10 Outdated Practices That Lasted Longer Than You Thought
Some things have their place way, way back in history, in the time when we were all still coming to grips with our places in the world and the finer points of human rights were still in their infancy. Slavery, state-sanctioned bigotry, and rote execution by any means necessary should have stopped a long time ago, but the reality is that many of these practices made their way well into the modern world.
10Arrests For Homosexuality
Arrests on charges of homosexuality probably sound like something from the distant past. Sure, some state laws might be rubbing it the wrong way in technicality, but surely nobody practices it in reality, right? Not really, as gay men are still being prosecuted for being gay. At least a dozen men since 2011 have been arrested on charges of “attempted crimes against nature” in the US, even though that law was repealed in states throughout the country in 2003, which is admittedly pretty late in the first place.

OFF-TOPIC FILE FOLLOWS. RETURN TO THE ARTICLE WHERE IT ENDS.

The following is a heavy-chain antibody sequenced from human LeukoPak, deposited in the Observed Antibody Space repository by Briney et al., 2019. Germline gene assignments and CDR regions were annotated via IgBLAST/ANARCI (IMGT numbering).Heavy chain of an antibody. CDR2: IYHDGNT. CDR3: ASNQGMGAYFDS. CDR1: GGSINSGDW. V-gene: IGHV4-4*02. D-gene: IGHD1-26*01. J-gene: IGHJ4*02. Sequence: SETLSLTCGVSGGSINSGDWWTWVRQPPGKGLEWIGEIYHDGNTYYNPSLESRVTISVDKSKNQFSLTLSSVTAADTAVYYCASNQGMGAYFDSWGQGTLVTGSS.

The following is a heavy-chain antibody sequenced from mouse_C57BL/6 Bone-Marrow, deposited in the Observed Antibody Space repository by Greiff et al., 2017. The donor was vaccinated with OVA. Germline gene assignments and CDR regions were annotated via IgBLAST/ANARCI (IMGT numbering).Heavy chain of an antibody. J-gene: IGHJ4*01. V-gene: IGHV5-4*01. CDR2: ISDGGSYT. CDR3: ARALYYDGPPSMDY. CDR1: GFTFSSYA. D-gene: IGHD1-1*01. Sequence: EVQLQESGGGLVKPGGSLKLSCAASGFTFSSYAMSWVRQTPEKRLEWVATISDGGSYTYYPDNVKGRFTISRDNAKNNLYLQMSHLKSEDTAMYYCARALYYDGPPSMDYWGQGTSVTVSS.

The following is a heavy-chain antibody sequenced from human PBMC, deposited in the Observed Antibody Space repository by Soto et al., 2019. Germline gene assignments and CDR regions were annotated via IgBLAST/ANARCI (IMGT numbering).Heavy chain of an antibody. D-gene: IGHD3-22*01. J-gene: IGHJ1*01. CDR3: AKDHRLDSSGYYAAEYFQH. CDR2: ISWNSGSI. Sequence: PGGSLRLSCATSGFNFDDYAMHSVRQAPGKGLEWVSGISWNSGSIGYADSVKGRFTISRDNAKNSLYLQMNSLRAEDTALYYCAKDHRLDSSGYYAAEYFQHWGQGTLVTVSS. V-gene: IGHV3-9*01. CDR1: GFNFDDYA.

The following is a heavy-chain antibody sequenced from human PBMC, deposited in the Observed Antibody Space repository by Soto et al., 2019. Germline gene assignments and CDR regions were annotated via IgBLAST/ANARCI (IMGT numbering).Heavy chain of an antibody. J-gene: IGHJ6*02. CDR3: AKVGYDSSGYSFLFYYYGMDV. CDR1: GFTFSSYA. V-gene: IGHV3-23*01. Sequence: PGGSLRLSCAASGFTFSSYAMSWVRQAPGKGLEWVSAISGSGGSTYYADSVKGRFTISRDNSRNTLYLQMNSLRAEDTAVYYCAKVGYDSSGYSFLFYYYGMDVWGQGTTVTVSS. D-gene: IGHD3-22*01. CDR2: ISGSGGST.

In 1998, cops in Harris County, Houston, were dispatched to a local house to check out a disturbance. What they found were two men in violation of the state’s sodomy laws. The men were arrested, and Lawrence v. Texas, as the case came to be famously known, was finally ruled in the favor of Lawrence by the Supreme Court in 2003. The law was subsequently struck down throughout the country.
Unfortunately, 13 states refused to strike their anti-sodomy laws and still see sexual activity among consenting same-sex adults as a violation of those laws.
9Execution By Guillotine
Beheading by guillotine as a form of capital punishment has always been considered to be a barbaric and ancient practice, but its last use in 1977 by the state of France can hardly be termed “ancient.” The instrument was first adopted by the king of France, Louis XVI, as a humane form of punishment. Ironically enough, he was executed by the same method in 1793.
Fast-forward to 1977, when Hamida Djandoubi, a Tunisian immigrant from Marseilles, was prosecuted for the torture and murder of his girlfriend. He went on to become the last person to be executed by guillotine in the state of France. The doctors present at the execution even reported that his head remained alive for about 30 seconds after the beheading. Due to increasing opposition to capital punishment in the country and the particularly cruel method by which it was being done, it was banned outright in 1981.
8Denying Women The Right To Vote